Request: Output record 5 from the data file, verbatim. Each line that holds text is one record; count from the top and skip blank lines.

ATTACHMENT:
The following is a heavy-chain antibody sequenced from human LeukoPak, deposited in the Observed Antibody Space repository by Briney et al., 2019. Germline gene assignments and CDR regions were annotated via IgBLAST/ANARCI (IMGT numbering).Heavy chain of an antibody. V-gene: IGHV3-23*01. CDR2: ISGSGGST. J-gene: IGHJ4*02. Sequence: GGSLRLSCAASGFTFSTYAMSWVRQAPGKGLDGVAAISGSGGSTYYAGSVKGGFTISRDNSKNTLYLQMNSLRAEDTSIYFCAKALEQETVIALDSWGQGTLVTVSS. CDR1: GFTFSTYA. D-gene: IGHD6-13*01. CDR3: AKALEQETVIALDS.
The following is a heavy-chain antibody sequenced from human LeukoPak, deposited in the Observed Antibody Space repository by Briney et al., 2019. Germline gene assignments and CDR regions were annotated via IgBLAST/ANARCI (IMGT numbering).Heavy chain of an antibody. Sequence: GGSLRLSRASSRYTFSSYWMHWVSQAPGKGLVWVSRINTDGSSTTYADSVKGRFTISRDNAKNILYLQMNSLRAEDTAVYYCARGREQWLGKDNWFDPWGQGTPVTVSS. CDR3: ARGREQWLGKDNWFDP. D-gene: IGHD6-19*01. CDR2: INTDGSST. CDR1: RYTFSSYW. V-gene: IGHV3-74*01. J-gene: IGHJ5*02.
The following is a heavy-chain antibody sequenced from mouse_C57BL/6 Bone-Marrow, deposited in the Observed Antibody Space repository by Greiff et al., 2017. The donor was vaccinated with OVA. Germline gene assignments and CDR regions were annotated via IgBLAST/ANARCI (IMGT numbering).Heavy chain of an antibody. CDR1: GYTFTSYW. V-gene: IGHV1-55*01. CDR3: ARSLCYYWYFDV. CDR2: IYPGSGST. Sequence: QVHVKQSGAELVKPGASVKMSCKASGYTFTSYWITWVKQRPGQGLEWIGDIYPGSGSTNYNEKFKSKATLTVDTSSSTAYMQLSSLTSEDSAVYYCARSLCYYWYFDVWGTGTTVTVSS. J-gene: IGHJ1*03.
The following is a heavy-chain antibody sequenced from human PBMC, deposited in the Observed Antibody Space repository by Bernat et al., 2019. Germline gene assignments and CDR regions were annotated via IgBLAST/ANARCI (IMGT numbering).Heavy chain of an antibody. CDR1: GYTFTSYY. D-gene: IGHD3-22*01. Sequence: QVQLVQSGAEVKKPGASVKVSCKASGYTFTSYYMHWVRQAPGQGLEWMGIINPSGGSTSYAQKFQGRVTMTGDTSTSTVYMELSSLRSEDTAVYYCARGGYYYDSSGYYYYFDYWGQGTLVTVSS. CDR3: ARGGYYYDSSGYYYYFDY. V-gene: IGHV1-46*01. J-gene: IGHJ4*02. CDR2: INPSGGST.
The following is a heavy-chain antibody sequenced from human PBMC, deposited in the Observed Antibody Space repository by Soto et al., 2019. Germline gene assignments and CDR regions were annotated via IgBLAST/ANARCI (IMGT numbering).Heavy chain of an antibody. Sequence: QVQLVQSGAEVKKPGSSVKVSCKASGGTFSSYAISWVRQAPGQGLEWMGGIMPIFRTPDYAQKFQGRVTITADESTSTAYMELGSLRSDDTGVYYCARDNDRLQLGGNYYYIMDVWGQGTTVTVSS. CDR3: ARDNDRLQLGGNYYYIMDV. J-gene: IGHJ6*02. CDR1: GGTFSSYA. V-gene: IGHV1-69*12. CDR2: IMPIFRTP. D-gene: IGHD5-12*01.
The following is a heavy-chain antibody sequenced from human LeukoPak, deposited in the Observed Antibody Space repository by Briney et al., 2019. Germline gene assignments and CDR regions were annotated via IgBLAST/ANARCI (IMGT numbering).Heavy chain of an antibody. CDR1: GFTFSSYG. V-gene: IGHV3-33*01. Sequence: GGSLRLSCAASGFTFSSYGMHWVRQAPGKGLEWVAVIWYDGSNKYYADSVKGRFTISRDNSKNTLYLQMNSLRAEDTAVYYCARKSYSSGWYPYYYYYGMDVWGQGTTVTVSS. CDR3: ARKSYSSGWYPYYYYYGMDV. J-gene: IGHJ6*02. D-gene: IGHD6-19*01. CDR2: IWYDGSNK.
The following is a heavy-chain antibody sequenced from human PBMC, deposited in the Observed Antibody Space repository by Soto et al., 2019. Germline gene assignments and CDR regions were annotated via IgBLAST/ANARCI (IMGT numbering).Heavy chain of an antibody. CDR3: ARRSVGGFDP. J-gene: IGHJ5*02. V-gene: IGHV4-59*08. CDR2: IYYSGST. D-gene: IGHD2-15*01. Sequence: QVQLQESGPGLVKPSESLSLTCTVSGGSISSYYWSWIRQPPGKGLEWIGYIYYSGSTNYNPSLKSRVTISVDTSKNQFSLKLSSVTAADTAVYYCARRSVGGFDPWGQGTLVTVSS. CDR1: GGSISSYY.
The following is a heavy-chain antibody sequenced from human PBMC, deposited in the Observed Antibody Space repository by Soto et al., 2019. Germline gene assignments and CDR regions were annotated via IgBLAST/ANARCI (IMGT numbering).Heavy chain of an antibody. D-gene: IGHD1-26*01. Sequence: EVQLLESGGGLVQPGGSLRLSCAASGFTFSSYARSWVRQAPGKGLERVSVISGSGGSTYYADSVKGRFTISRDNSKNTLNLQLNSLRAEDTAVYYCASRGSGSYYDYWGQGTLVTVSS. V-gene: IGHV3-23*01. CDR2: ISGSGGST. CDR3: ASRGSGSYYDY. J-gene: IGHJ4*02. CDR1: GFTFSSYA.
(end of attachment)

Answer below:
The following is a heavy-chain antibody sequenced from human PBMC, deposited in the Observed Antibody Space repository by Soto et al., 2019. Germline gene assignments and CDR regions were annotated via IgBLAST/ANARCI (IMGT numbering).Heavy chain of an antibody. Sequence: QVQLVQSGAEVKKPGSSVKVSCKASGGTFSSYAISWVRQAPGQGLEWMGGIMPIFRTPDYAQKFQGRVTITADESTSTAYMELGSLRSDDTGVYYCARDNDRLQLGGNYYYIMDVWGQGTTVTVSS. CDR3: ARDNDRLQLGGNYYYIMDV. J-gene: IGHJ6*02. CDR1: GGTFSSYA. V-gene: IGHV1-69*12. CDR2: IMPIFRTP. D-gene: IGHD5-12*01.